Conflicting polls confuse schedules of candidates

A GLUT of conflicting opinion polls are confusing the schedules of presidential candidates Barack Obama and John McCain as they plot their itinerary for the final week of campaigning.

This week at least eight separate national tracking polls were released and, allowing for the margin of error, Obama either trails by one point or leads by 16.

This is according to the summaries on the independent website

Harvard University expert Robert Blendon said pollsters faced huge problems in this election because the enthusiasm of minorities who never voted before.

This has compromised standard methods biased towards likely voters and those who cast a ballot in the last election.

“This election has presented enormous methodological problems, it is humbling,” he told the Canadian Globe and Mail.

These fluctuating margins, especially in several battlegrounds, have left strategists fretting over where to deploy speakers for the remaining days. McCain’s running mate, Sarah Palin, will spend today in Iowa where a new poll put Obama ahead by 13 points in the race for its seven electoral college votes.

But according to the latest schedule, both McCain and Palin will spend much of next week trying to convince voters in Florida, Ohio and Virginia. He needs to win all of these.

Meanwhile, Obama and Hillary Clinton will spend the weekend in the western states hoping to shore up support before Democrats concentrate on the tight races in the east.

This week Pennsylvanian Democrats screamed for Obama to return to the state because their information indicated McCain was mounting a comeback.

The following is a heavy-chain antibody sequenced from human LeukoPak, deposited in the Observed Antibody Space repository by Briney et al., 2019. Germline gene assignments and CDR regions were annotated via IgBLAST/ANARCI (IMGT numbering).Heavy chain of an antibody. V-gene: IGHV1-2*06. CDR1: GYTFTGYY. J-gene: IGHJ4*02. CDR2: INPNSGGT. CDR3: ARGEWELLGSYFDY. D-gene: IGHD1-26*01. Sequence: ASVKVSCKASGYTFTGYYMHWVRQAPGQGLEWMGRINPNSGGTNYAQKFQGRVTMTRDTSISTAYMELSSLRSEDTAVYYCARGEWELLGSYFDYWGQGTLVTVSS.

After the final televised debate Obama’s team said he would concentrate on states his predecessor John Kerry lost in 2004, and this did not include Pennsylvania.

Obama has yet to reveal if he will break from his ambitious strategy to prevent an embarrassing loss in this Democratic stronghold.

Yesterday, vice-presidential candidate Joe Biden was in West Virginia, a state Democrats ignored until a fortnight ago when a new poll suggested it may be for turning.

Overall figures on reveal the election is still Obama’s to lose. In 16 recent surveys, just two placed McCain above 45% compared with 11 putting Obama at more than 50%. Despite constant discussion devoted to these national polls they matter little in the context of the American electoral process.

The real battle is in 11 swing states which will decide 26% of the electoral college votes needed to win the presidency.

In all these states Obama leads by anything from 1 point to 14. But in half, and crucially in the powerful state of Florida, the race is within the margin of error.

Far from celebrating polling data both campaigns are using the information to decide on venues to visit in the remaining 10 days, with each candidate now focused on rallying their own supporters rather than spending time convincing doubtful members of the other camp.

On Wednesday, McCain visited the Tampa Bay area where he has improved his polling performance in the conservative area by 4%, according to

And on Tuesday, Obama was in Miami where figures suggest he is ahead in its three constituent counties. Strategists believe if he delivers the three Miami counties, he could take the state.


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